When the index is up my portfolio will go up about 14% in a week or two with the overall market being up almost every day. Then the market will make a large pullback and I will either lose my gains and be forced to exit due to my stops or I will sell and lose all the profits. Then my account will bounce down about 10-14% or more on those down days. This has happened 4 times. It seems like my portfolio is going in a sideways trend. How can I keep profits while not risking too much? I seem to be stuck here. I have good risk management that I learned from losing a lot in 2008, so I’ve been very careful with my money. What am I doing wrong?

 Frank from Takeprofit, ID


Frank, what are you doing wrong? Sounds like you are doing most everything right, especially managing risk. The only problem I see is what many traders experience—the inability to take profit when profit is there to be taken.

One lesson I learned a while ago is that when I have profit, I take profit. I don’t hang around hoping for more. I know the maxim is “cut your losses and let your profits run.” The problem with this saying is exactly what you are experiencing. You are letting your profits run right into the ditch.

If you are trading (not investing for the long term), why on earth wouldn’t you take profit if you were up 14% in a week? Part of a good strategy is placing stops to prevent major losses. Another part of a strategy is to have an upside (or down, depending) profit target. When you hit that number, you take your profit, or you replace your stop with a tighter stop ensuring profit but allowing your market to move more.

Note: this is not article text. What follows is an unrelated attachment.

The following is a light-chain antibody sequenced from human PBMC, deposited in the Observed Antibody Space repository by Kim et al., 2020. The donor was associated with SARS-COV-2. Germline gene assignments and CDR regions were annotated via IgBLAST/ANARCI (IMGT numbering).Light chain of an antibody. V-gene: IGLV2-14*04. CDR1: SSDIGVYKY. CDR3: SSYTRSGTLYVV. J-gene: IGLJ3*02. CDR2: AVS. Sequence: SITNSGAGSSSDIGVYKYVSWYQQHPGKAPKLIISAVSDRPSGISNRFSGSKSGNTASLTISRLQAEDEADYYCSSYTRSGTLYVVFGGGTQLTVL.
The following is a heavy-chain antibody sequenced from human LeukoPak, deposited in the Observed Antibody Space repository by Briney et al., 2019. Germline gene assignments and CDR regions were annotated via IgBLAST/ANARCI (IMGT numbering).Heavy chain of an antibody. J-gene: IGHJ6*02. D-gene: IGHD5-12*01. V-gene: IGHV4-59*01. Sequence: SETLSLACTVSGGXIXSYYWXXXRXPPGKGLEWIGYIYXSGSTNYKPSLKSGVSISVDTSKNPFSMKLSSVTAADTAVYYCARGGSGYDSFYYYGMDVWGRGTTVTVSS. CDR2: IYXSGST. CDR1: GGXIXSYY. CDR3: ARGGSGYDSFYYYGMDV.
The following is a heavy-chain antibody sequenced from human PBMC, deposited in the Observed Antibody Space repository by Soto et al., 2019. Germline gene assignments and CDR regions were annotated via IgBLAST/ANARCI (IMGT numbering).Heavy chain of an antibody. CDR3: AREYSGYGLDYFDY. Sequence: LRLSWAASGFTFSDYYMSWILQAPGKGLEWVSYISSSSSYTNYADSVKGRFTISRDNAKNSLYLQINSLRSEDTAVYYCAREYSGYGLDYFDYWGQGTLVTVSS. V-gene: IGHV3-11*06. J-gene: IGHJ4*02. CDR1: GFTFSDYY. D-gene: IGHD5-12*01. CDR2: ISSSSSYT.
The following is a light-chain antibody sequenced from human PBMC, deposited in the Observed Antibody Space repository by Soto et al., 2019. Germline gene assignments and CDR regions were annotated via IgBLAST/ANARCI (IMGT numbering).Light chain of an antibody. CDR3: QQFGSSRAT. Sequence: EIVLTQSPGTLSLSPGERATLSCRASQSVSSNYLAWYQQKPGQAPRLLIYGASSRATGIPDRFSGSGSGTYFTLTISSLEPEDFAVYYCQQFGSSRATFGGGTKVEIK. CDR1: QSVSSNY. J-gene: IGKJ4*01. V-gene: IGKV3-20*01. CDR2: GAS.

Everyone knows that greed and fear drive markets. This is a shame because I believe that a third way to drive markets exists, and that is to trade in one’s best interest. Simply, if you are trading in your own best interest, you will not wait for a 14% profit to reach 15% or 20%. You will sell at 14%, take the profit, and make another trade.

The goal is to build your account incrementally, percent by percent. Compounding small gains over time is a stronger way to build your portfolio than to work for the “big” profit, in my opinion.  

Sometimes, it seems, taking profit is as difficult as cutting losses. It wouldn’t be if you were disciplined to set your profit targets and take your profits when the market hits the target, unless of course you have a runner, and in that case, simply move your stop to protect the profit and then just walk away.

Trade in the day; invest in your life …

Trader Ed